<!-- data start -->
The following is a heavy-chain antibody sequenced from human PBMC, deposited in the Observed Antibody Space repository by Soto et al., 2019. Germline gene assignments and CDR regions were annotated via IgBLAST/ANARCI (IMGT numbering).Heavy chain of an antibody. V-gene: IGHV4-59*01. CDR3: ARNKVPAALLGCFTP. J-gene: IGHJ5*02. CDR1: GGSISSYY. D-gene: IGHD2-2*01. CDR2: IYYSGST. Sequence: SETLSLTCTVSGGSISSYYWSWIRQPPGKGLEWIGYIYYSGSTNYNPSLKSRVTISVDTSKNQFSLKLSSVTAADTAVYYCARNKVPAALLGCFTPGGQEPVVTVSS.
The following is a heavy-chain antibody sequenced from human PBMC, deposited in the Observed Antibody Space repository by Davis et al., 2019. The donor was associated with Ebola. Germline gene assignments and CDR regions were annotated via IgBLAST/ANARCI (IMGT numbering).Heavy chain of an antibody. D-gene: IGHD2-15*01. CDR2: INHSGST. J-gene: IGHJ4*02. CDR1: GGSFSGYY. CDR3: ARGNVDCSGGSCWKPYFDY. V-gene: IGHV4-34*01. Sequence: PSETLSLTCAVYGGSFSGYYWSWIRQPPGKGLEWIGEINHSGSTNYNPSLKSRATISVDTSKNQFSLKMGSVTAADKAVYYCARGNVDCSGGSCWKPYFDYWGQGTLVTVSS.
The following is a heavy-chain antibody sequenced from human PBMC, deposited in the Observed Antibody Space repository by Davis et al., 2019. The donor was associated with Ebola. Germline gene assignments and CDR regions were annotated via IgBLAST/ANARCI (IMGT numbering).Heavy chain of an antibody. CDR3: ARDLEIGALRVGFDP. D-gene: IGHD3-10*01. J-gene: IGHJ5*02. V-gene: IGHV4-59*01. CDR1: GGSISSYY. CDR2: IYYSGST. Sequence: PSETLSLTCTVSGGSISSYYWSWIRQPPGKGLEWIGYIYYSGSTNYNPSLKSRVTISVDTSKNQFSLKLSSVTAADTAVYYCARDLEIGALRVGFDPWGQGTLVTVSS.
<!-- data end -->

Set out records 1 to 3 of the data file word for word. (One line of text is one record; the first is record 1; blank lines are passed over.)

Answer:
The following is a heavy-chain antibody sequenced from human PBMC, deposited in the Observed Antibody Space repository by Soto et al., 2019. Germline gene assignments and CDR regions were annotated via IgBLAST/ANARCI (IMGT numbering).Heavy chain of an antibody. V-gene: IGHV4-59*01. CDR3: ARNKVPAALLGCFTP. J-gene: IGHJ5*02. CDR1: GGSISSYY. D-gene: IGHD2-2*01. CDR2: IYYSGST. Sequence: SETLSLTCTVSGGSISSYYWSWIRQPPGKGLEWIGYIYYSGSTNYNPSLKSRVTISVDTSKNQFSLKLSSVTAADTAVYYCARNKVPAALLGCFTPGGQEPVVTVSS.
The following is a heavy-chain antibody sequenced from human PBMC, deposited in the Observed Antibody Space repository by Davis et al., 2019. The donor was associated with Ebola. Germline gene assignments and CDR regions were annotated via IgBLAST/ANARCI (IMGT numbering).Heavy chain of an antibody. D-gene: IGHD2-15*01. CDR2: INHSGST. J-gene: IGHJ4*02. CDR1: GGSFSGYY. CDR3: ARGNVDCSGGSCWKPYFDY. V-gene: IGHV4-34*01. Sequence: PSETLSLTCAVYGGSFSGYYWSWIRQPPGKGLEWIGEINHSGSTNYNPSLKSRATISVDTSKNQFSLKMGSVTAADKAVYYCARGNVDCSGGSCWKPYFDYWGQGTLVTVSS.
The following is a heavy-chain antibody sequenced from human PBMC, deposited in the Observed Antibody Space repository by Davis et al., 2019. The donor was associated with Ebola. Germline gene assignments and CDR regions were annotated via IgBLAST/ANARCI (IMGT numbering).Heavy chain of an antibody. CDR3: ARDLEIGALRVGFDP. D-gene: IGHD3-10*01. J-gene: IGHJ5*02. V-gene: IGHV4-59*01. CDR1: GGSISSYY. CDR2: IYYSGST. Sequence: PSETLSLTCTVSGGSISSYYWSWIRQPPGKGLEWIGYIYYSGSTNYNPSLKSRVTISVDTSKNQFSLKLSSVTAADTAVYYCARDLEIGALRVGFDPWGQGTLVTVSS.